by NICK BUCHANAN
Dr. Vallo’s independent guided study met twice a week in the concrete dungeon of a classroom in the library basement during the fall of 2015. Her challenge for me and my two peers was to accomplish something never before done at Tiffin University: a successful online student press platform that could reach beyond the campus we serve.
We nabbed the domain name to correspond with the name of the school’s second-generation student press – tutimes.weebly.com, a URL that still redirects users to this publication’s homepage – and quietly got to work. When Dr. Vallo pulled library archives of the student press at Tiffin University to chronicle our journey, she handed us a pile of copies of The Tystenac, a strange-named publication with a big, blocky masthead that launched in 1933 and faded into oblivion before the turn of the century.
Enticed by the intriguing moniker and the opportunity to honor the university’s history, we took its name – and later, I reclaimed its logo and reimagined its original design for our print issues. By then, our mission to create an online newspaper had refocused itself into a complete revival of this university’s student press.
As I prepare to walk across the Heminger Center stage in a green robe to grab an expensive piece of paper later this month, it’s hard to believe that we embarked on that mission almost two years ago. And it’s even harder to believe that my time as editor soon comes to a close and that I can look at this publication the same way a proud father looks at his daughter who just took her first steps.
While at the head of The Tystenac, I watched this publication take a life of its own as it underwent an unbelievable rebirth. At first, there were baby steps: We wrangled in a few staff writers, gained an online presence, and pushed out a print issue that, in hindsight, looks uglier than sin compared to what exists today.
Nevertheless, our first semester was nothing if not memorable: I’ll never forget my coverage of the Tiffin ghost tours, during which I communicated with the spirits of dead prostitutes from the former Hotel Berlin, or my staff’s early fascination with the 1980s movie Angel, a little piece of cinematic gold that Jess, Brandon, and I discovered during a meeting about a girl who was an honor student by day and a prostitute by night.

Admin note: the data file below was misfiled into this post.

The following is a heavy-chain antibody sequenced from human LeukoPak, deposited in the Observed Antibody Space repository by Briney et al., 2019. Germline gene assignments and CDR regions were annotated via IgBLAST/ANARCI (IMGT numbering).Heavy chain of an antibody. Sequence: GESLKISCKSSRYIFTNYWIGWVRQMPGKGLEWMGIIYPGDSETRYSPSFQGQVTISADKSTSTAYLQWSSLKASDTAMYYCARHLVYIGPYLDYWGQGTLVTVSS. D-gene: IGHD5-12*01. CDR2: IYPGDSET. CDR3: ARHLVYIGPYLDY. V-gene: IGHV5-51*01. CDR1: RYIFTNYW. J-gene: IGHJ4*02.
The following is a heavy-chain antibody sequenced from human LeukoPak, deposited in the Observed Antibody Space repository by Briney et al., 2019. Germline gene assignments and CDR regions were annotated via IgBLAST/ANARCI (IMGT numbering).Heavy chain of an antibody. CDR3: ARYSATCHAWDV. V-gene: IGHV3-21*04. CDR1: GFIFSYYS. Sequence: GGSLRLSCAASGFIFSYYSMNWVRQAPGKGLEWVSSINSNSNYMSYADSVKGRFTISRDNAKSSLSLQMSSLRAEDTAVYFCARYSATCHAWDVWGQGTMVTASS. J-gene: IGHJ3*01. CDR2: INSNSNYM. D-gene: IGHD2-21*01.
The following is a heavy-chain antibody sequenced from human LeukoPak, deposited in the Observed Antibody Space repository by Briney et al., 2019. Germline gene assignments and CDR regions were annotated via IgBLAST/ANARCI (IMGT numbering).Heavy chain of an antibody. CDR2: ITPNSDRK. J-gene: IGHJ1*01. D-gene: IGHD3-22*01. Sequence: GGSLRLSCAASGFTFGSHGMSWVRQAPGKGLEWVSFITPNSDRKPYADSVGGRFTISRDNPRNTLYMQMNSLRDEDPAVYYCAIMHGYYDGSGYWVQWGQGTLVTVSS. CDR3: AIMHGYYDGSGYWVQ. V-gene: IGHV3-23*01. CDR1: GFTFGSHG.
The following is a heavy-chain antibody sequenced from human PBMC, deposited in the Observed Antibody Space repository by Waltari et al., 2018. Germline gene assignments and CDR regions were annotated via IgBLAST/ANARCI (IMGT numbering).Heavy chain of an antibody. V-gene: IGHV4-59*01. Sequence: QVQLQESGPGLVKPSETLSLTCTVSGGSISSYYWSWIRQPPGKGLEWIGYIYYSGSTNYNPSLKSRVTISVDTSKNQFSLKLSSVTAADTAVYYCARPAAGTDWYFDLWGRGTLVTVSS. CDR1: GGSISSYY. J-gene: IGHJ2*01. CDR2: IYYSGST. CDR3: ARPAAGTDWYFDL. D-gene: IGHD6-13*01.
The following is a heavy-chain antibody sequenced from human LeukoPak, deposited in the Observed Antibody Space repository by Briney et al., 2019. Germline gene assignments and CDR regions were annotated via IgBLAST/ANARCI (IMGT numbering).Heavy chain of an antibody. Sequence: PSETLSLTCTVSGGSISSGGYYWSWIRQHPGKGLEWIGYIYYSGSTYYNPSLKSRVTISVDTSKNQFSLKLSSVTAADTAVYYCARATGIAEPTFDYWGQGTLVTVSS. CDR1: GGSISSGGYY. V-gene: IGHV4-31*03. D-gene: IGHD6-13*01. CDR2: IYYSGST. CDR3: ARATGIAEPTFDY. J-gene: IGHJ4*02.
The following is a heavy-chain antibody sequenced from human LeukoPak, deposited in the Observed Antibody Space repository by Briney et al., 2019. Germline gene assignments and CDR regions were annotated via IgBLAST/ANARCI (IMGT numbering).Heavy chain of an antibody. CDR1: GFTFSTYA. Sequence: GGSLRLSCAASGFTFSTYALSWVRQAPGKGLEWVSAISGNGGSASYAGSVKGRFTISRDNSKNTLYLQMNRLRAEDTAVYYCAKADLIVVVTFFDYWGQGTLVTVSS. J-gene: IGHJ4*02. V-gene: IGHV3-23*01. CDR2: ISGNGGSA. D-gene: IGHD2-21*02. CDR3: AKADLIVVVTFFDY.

But I promise that it wasn’t all prostitutes and games. We worked, and we worked hard. Jessica and Brandon shook out a great little advice column. Kellie, Andre, and I set up a haphazard table at an event Dr. Curtis Charles held at the beginning of his short presidential tenure to showcase students’ work. And most importantly, my staff members found their knacks – for example, Jessica took to thorough reporting; Brandon, lighthearted feature pieces; and Pajah, razor-sharp commentary.
Meanwhile, I played the jack of all trades: Campus reporting, feature stories, music reviews, the gayest editorial content this campus has ever seen… You name it, I’ve done it. (That is, with the exception of sports reporting. Oh lord, the damage I’d do in covering a sporting event. My apologies, Dragons.) But most notably, I spent up to 36 coffee-fueled hours in front of a computer each week leading up to a new print issue – a seven-day period every month or so that I coined “print week” – to edit content, lay out pages, scramble through last-minute reporting to fill any white space, and edit all of the content once again to ensure that the product left on stands across campus was of the best quality I could provide as an editor.
In the fall of 2016, Dr. Vallo pondered out loud if the fruits of our productivity stood a chance against comparable universities in an Associated Collegiate Press conference, and by February 2017, we were boarding a crowded Boeing aircraft, headed to the Best of the Midwest journalism conference in Minneapolis with paper copies of our back issues in our carry-on luggage and high hopes in the back of our minds.
We expected nothing, but just three days after we left, the three of us who went to the conference to represent the newspaper that didn’t exist two years ago came back home with five best of show awards in tow.
In just two years, The Tystenac has grown to heights that I never expected – as have I. I rediscovered my love for reporting every semester with The Tystenac. I strengthened my overbearing editing hand via The Tystenac. I made some of my best memories on campus because of The Tystenac. My life changed only for the better while at the head of The Tystenac.
To Dr. Vallo, I offer more words of thanks than can be summarized in this piece. Thank you for passing along all of the journalistic tools up your sleeve. Thank you for the words of faith and reassurance in and out of class. Thank you for accepting my persistent aversion to the Associate Press Stylebook’s rule against the Oxford comma. (I have a feeling that future employers won’t continue to enable that habit of mine, but it was nice while it lasted.)
To my past and present staff writers, student body, faculty, and staff, it has been an honor. The tireless work we endured to revive Tiffin University’s student press would mean nothing without all of your support.
I leave you now in the care of Jessica Hollan. While she’s not a communication major with obsessive-compulsive tendencies in grammar, she has been with The Tystenac since its revival and has proven herself more than deserving of the spot. With continuing guidance and support of this campus, she will lead this publication onward through its newest chapter.